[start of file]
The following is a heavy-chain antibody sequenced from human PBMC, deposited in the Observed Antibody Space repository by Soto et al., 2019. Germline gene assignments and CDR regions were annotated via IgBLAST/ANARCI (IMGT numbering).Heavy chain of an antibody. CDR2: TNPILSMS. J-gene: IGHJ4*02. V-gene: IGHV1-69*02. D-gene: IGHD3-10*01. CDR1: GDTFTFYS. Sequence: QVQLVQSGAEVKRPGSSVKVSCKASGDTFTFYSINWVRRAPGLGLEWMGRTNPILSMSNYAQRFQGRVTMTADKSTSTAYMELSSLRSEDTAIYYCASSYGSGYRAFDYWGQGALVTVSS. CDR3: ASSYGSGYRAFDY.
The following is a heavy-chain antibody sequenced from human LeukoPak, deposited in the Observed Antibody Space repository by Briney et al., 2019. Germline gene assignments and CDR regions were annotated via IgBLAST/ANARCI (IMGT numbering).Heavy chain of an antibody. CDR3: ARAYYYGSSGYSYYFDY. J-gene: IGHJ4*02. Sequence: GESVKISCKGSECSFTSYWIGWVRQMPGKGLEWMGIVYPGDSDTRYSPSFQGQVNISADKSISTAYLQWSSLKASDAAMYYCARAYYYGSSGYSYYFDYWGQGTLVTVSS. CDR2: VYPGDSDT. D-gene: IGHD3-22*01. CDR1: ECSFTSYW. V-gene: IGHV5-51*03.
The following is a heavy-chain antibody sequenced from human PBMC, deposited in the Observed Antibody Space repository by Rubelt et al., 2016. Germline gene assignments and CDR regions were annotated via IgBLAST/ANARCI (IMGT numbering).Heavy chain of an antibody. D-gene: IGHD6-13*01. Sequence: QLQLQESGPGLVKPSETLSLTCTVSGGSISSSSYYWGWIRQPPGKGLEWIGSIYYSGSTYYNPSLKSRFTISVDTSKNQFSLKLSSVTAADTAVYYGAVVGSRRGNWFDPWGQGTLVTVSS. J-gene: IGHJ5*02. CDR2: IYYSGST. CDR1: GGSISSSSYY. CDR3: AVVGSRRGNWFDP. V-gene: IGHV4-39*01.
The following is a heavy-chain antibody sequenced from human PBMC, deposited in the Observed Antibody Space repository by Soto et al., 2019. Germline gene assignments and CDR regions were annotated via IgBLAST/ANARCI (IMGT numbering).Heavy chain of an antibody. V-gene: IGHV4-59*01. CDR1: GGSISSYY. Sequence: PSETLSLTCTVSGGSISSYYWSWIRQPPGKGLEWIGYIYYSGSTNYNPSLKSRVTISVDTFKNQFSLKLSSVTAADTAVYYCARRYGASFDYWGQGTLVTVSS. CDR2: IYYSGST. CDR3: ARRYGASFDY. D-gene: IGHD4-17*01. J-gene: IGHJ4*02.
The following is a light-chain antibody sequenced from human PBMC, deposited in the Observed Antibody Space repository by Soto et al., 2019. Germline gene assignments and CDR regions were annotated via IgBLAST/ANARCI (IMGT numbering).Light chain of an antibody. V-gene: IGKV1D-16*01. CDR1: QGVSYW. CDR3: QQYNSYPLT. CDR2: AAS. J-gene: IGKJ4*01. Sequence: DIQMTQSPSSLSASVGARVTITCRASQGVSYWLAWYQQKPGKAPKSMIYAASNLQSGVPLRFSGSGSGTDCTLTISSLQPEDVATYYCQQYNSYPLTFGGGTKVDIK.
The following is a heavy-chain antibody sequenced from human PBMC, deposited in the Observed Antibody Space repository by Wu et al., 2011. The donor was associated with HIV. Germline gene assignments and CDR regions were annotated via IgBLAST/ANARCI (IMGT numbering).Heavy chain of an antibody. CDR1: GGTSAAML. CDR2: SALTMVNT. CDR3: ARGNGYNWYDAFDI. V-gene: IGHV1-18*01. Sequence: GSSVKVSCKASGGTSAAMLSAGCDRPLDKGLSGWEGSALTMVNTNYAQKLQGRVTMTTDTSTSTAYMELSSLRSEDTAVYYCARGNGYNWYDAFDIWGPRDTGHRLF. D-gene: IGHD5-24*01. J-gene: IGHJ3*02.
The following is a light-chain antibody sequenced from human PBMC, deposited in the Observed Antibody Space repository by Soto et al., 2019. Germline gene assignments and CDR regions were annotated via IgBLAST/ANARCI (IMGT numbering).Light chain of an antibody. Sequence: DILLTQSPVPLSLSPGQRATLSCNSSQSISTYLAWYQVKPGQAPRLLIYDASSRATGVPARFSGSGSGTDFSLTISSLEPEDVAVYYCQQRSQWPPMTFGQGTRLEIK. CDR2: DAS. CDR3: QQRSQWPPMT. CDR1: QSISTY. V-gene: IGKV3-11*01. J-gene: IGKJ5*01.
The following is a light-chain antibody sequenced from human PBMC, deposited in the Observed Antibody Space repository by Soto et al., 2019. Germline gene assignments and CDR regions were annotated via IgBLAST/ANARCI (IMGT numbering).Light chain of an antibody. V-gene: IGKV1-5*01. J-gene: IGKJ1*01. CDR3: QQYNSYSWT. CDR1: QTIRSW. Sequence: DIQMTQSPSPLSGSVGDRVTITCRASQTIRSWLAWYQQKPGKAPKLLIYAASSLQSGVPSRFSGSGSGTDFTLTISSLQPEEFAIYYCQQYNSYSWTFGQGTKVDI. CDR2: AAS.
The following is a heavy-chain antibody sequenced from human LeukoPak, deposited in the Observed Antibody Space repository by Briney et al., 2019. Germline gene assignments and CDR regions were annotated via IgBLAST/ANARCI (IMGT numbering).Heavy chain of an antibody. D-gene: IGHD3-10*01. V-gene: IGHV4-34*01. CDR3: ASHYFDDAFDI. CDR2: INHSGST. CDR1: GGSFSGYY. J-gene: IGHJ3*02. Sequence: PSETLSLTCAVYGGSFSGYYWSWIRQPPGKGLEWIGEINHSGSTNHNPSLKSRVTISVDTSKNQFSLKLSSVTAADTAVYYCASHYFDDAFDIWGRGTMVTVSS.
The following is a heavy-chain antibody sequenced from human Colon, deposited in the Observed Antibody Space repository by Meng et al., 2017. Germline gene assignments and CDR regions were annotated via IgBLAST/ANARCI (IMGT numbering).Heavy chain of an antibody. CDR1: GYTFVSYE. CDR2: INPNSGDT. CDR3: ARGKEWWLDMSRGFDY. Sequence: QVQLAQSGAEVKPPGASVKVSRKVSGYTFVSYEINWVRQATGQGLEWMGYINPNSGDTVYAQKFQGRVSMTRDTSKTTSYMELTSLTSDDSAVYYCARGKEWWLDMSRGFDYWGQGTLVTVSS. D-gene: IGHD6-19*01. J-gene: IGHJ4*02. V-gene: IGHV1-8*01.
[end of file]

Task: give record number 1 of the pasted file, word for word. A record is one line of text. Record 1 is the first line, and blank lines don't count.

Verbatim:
The following is a heavy-chain antibody sequenced from human PBMC, deposited in the Observed Antibody Space repository by Soto et al., 2019. Germline gene assignments and CDR regions were annotated via IgBLAST/ANARCI (IMGT numbering).Heavy chain of an antibody. CDR2: TNPILSMS. J-gene: IGHJ4*02. V-gene: IGHV1-69*02. D-gene: IGHD3-10*01. CDR1: GDTFTFYS. Sequence: QVQLVQSGAEVKRPGSSVKVSCKASGDTFTFYSINWVRRAPGLGLEWMGRTNPILSMSNYAQRFQGRVTMTADKSTSTAYMELSSLRSEDTAIYYCASSYGSGYRAFDYWGQGALVTVSS. CDR3: ASSYGSGYRAFDY.